Sure, it takes a bit of practice to run fast while maintaining your balance and staying in the center of the platform, but that’s far easier than trying to perfect your rowing stroke or adapt to the unusual feel of the elliptical.

The treadmill is one of the most popular machines for beginners because everyone already knows how to walk and run. Any machine that’s equally (or nearly) as easy to master will be a suitable treadmill alternative.

The Best Alternatives to the Treadmill Machine

Machine #1: Elliptical

The elliptical machine makes the best alternative to the treadmill for one simple reason: it involves movement that is most similar to the treadmill.

On the elliptical, you’re “walking” on the pedals, which have a glide that can feel odd at first but quickly feels natural after a few minutes of stepping.

The addition of the handles actually shifts the workout from exclusively lower body-focused (which the treadmill is) to a full-body workout that engages your core and upper body.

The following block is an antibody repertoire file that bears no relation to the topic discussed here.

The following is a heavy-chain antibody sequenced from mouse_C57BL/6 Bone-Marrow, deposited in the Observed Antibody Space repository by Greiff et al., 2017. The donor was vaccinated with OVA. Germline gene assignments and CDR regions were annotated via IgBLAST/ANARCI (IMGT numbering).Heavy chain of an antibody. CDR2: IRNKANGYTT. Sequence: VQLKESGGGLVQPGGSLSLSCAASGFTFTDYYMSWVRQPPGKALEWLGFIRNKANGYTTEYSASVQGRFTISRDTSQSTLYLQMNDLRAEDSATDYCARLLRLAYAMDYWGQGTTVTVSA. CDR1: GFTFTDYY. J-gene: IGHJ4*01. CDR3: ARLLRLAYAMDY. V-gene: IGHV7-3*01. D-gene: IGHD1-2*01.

Treadmill Alternatives - Elliptical MachineTreadmill Alternatives - Elliptical Machine

It’s both functional and fairly easy for newbies to master, but it’s also highly effective for pushing your body to the max with HIIT.

You won’t be able to “sprint” like you can on the treadmill, but the faster-paced pedaling/pumping the handles will be as effective a workout as any HIIT sprint session.

Additionally, there are elliptical machines that have an adjustable stride length, giving you the sense of that longer gait that is common with running that you simply cannot replicate on other cardio machines.

Pros Cons
Full-body workout, not just focused on your legs Movement feels a bit strange at first
Low-impact and very comfortable You can’t quite reach sprint speed
Highly functional training—translates into more efficient walking and running  
Burns a lot of calories (nearly on par with the treadmill)  

Elliptical Trainer Reviews

Ellipticals are an excellent low-impact alternative to running on a treadmill.

There are also tons of options for home gyms, from your bare-bones, budget-friendly ellipticals that cost a few hundred bucks to studio-grade machines with online classes and workouts.

A few of our favorites include: